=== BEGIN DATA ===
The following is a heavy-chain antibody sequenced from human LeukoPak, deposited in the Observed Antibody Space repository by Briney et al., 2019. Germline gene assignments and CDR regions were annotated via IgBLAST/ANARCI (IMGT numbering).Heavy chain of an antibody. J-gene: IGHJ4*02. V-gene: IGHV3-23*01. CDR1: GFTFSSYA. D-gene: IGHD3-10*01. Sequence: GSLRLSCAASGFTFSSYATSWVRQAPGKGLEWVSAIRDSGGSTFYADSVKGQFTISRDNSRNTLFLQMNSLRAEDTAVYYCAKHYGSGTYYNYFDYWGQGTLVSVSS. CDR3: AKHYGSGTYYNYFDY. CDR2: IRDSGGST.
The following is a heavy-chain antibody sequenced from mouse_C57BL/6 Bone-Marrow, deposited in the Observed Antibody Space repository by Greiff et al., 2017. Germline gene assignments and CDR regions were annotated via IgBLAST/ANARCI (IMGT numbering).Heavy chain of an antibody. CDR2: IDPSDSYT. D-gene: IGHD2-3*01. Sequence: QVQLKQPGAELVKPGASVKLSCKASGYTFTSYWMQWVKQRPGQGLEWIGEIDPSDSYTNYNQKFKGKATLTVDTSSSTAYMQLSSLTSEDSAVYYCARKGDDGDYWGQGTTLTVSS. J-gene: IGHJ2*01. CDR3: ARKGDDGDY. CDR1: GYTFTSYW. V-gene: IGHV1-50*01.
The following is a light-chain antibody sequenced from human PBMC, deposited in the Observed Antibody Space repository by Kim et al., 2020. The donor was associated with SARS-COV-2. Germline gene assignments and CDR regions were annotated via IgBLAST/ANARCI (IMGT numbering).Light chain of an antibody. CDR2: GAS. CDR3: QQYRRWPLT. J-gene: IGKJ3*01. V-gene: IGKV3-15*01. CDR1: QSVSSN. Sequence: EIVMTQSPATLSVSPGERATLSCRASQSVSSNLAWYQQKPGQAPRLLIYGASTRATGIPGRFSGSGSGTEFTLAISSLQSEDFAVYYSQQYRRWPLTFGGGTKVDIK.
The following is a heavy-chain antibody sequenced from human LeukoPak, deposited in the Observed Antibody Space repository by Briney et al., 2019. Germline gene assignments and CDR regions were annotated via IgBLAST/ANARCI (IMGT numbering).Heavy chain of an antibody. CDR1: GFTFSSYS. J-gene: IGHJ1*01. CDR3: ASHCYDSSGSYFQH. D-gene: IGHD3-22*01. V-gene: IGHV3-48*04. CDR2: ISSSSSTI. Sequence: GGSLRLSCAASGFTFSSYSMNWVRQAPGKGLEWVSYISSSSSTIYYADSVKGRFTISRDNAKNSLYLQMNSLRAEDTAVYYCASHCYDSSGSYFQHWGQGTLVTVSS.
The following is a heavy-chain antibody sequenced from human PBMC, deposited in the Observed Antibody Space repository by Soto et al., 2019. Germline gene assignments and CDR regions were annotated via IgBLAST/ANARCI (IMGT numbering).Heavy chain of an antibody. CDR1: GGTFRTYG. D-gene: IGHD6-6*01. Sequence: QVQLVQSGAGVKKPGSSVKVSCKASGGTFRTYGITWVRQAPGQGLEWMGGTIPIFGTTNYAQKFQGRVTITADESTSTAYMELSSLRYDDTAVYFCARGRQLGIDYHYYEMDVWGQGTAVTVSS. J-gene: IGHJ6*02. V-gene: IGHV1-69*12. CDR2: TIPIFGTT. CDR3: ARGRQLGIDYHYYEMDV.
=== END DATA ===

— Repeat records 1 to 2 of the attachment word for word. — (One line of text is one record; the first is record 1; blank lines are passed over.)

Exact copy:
The following is a heavy-chain antibody sequenced from human LeukoPak, deposited in the Observed Antibody Space repository by Briney et al., 2019. Germline gene assignments and CDR regions were annotated via IgBLAST/ANARCI (IMGT numbering).Heavy chain of an antibody. J-gene: IGHJ4*02. V-gene: IGHV3-23*01. CDR1: GFTFSSYA. D-gene: IGHD3-10*01. Sequence: GSLRLSCAASGFTFSSYATSWVRQAPGKGLEWVSAIRDSGGSTFYADSVKGQFTISRDNSRNTLFLQMNSLRAEDTAVYYCAKHYGSGTYYNYFDYWGQGTLVSVSS. CDR3: AKHYGSGTYYNYFDY. CDR2: IRDSGGST.
The following is a heavy-chain antibody sequenced from mouse_C57BL/6 Bone-Marrow, deposited in the Observed Antibody Space repository by Greiff et al., 2017. Germline gene assignments and CDR regions were annotated via IgBLAST/ANARCI (IMGT numbering).Heavy chain of an antibody. CDR2: IDPSDSYT. D-gene: IGHD2-3*01. Sequence: QVQLKQPGAELVKPGASVKLSCKASGYTFTSYWMQWVKQRPGQGLEWIGEIDPSDSYTNYNQKFKGKATLTVDTSSSTAYMQLSSLTSEDSAVYYCARKGDDGDYWGQGTTLTVSS. J-gene: IGHJ2*01. CDR3: ARKGDDGDY. CDR1: GYTFTSYW. V-gene: IGHV1-50*01.